The middle layer he says is the most challenging to work with as they tend to have a fixed mindset around what is feasible. In addition to educating his clients, Tarek discussed the concept of blockchain business design. By introducing business cases to his clients, he can identify and assist with building a viable blockchain business model.
Excerpt: “In this fascinating episode we are joined by Andy Martin, Blockchain Business Design at IBM. For the last three years, Andy has been working on how to create a business case for blockchain networks. In this podcast, he shares with us his deep wealth of experience in how to design effective blockchain business design. This is a must listen to anyone interested in establishing blockchain networks.”
One resource mentioned, which I thought was helpful in the conversation was the Oxford Blockchain Strategy Framework. Tarek found it incredibly useful in his practise. It is a framework that consists of three layers and is comprised of six key questions used to assess blockchain suitability.
👇🏿Have a Glance (iv)👇🏿
Source: Yusuf Barman
The six questions work towards identifying one or more of the following:
- A predictable and repeatable process
- A recurring process
- Multiple stakeholders participating in a value chain
- A central trusted party responsible for reconciling disparate data
- An element of value transfer
- A need for immutability or a permanent unaltered record.
The idea is, to begin with, the problem and work through each point in a methodical approach to arrive at a conclusion that is beneficial. If none of the key areas are identified then suitability is not achieved.
“If they are open we can find a use case which is innovative, if they are open to creativity and it depends on the company strategy.” Tarek Kamoun
🌱 Essential BIG Question: How important is it to invest in human capital?
Tarek mentioned that Blockchain in Tunisia is still very nascent. He says a few startups are specialising in the sector to develop projects. Penetration is still too low. Overall there is a lack of knowledge, skills, and training. In terms of cryptocurrency, there is no regulatory framework in place at the moment, therefore it is considered illegal. That said, it is currently under discussion.
As with his clients, Tarek also values education internally. He learned the blockchain process, applied and developed it with his team. He developed both the team and company systems simultaneously. Investing in local talent benefits firms long term. That said, as we know, it is not without its peaks and troughs. As Tarek outlined talent is scarce, particularly in the tech field. The big elephant in the room? What happens when one trains local talent only for them to leave for better opportunities abroad? In the case of Tarek, this could potentially be one of his clients in France or elsewhere. This is all part and parcel of the risk involved with building! All that said, to date, this has not been his experience, as he tries his best to ensure his team is both happy and fulfilled. The underlying issue in question is value. Top tech talent will demand higher pay, which many local startups may not be able to provide. How can we build a robust ecosystem if we are unable to develop and retain top talent?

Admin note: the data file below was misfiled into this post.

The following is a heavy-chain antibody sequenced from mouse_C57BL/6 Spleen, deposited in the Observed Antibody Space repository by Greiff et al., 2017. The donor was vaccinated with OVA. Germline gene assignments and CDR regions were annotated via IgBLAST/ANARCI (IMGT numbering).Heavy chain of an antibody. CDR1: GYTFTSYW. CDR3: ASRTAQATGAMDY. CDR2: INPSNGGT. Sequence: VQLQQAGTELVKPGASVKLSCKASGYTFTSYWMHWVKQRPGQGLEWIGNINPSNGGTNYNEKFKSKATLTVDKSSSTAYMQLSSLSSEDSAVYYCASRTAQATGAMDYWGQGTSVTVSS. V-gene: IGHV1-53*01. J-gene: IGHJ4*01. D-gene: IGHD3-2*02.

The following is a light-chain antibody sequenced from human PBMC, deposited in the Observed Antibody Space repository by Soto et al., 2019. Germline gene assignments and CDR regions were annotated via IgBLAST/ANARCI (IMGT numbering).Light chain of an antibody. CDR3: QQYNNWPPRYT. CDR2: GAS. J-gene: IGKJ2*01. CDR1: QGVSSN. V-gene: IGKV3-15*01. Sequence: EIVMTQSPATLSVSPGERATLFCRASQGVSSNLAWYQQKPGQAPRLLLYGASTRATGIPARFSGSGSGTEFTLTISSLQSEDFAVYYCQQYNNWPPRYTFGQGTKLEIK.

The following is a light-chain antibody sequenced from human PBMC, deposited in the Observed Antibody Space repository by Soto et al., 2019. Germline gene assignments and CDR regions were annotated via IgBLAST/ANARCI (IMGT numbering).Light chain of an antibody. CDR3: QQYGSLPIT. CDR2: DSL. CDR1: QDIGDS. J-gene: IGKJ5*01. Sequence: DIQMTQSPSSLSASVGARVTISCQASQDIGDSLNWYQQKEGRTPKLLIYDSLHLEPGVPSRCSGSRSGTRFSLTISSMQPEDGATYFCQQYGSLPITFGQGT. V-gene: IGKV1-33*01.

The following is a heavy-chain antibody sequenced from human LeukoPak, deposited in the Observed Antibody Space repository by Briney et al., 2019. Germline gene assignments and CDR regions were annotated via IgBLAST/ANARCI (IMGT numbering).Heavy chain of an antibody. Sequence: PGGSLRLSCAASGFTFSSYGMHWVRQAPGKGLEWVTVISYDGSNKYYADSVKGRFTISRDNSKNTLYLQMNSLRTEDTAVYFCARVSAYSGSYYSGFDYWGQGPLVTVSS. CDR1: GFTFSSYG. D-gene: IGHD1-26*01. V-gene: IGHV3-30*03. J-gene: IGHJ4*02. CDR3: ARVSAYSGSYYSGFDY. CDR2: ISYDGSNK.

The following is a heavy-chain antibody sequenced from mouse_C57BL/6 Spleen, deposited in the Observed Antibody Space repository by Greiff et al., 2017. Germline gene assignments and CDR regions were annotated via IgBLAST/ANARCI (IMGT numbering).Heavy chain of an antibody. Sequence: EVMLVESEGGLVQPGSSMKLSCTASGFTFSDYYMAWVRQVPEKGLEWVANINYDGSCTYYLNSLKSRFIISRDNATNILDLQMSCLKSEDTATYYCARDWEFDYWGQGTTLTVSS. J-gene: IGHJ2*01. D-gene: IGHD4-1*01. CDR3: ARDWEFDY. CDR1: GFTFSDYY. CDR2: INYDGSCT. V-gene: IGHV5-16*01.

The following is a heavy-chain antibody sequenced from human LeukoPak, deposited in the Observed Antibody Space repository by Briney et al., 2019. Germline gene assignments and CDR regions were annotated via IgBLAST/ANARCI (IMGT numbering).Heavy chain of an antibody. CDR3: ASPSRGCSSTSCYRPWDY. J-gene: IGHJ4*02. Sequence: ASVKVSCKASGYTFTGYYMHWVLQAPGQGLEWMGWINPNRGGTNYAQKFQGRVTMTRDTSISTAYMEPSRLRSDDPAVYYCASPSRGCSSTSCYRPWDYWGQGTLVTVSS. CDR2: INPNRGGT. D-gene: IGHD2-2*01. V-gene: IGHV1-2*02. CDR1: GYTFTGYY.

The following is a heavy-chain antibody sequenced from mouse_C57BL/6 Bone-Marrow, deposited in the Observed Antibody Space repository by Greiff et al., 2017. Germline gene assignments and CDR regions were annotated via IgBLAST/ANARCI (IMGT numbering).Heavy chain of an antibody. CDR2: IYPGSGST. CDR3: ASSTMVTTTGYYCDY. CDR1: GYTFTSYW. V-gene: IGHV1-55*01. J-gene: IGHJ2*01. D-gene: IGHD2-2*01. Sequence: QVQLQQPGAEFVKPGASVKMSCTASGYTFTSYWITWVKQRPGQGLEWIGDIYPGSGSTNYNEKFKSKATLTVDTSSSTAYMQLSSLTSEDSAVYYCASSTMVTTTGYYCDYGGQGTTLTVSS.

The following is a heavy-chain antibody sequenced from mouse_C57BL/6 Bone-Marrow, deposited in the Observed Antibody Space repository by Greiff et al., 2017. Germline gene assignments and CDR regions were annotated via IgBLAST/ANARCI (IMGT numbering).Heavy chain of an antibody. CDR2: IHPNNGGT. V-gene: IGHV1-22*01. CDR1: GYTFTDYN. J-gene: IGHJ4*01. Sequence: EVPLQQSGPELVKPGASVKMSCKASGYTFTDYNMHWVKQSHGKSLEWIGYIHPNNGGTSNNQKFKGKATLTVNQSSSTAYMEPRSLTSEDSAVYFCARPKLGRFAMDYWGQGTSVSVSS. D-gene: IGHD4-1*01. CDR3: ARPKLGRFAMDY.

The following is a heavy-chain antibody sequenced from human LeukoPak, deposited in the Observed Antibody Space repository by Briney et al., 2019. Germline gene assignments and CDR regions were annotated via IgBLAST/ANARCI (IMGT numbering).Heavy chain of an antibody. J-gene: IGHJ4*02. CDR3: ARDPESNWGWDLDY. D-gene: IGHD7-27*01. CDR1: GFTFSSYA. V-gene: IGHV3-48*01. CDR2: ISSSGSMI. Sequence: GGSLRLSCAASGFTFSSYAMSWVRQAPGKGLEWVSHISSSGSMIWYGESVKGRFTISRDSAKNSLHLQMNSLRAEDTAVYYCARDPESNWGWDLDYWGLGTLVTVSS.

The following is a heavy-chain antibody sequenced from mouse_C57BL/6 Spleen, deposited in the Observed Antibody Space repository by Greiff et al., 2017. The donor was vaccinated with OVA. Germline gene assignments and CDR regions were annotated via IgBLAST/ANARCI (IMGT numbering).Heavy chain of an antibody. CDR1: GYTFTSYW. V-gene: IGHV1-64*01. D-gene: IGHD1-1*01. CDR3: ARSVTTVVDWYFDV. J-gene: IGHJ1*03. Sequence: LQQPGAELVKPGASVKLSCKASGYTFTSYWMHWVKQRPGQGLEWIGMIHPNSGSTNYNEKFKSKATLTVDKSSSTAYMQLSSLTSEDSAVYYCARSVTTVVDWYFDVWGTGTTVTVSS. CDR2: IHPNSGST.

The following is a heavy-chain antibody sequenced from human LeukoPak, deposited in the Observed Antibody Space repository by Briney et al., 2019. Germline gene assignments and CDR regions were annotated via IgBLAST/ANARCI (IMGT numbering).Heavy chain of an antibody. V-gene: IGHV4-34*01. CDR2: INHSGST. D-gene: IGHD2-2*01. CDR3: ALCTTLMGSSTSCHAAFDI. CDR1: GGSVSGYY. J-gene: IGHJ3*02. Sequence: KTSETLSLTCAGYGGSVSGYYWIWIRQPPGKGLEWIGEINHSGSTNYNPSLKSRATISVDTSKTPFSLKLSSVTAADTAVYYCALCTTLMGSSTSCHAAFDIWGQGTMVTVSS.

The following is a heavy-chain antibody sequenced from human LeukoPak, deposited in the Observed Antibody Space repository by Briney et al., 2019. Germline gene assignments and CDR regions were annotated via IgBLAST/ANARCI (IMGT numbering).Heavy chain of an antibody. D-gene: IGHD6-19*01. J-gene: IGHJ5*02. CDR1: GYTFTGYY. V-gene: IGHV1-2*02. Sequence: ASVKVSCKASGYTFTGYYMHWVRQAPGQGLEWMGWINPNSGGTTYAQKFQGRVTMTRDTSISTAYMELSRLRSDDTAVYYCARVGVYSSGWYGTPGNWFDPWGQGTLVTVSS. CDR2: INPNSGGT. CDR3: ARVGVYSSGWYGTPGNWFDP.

Various companies are working towards solving the local talent pipeline problem across the African continent. Web3Bridge, led by Awosika Ayodeji and his team is one such organisation. Simply put they are providing Africa’s access to a new web, with a mission to identify Web3 Passions, train them in a collaborative and supportive remote environment and create an African web3 community. Listen to Awosika and me in conversation as he shares with me his vision.
In a 2019 Techpoint article Kennedy Kirui, Co-founder and CEO of Made by People, a Nairobi-based design thinking and software consulting company helping organizations build products for African markets declared:
“It is up to startups to invest more in building the next generation of senior developers and not just wait for others to do this. Of course, you still need senior talent who will set the right processes and culture but the onus is on startups to do the upskilling.”
Seems Tarek and Kennedy are the generation of homegrown African founders who share a similar mindset.
“At the moment we are prioritising quality over quantity.” Tarek Kamoun
Tarek personifies one truth, which is that we can all use the cards that we have been dealt to build something far greater than ourselves. His journey is a constant reminder that there is immense power in leverage. More importantly, when accessed it [leverage] becomes an unstoppable source of motivation.
Almost a decade ago, Tunisia was the birthplace of the so-called Arab Spring, an unforgettable series of uprisings that spread across what is commonly referred to as the Arab world. These past few weeks saw headlines in mainstream media of political instability in the country. Like Nedgine, Tarek [and all the other Rare Ones featured on this platform] continue to build away as daughters and sons of the soil, in spite of the uncertainty!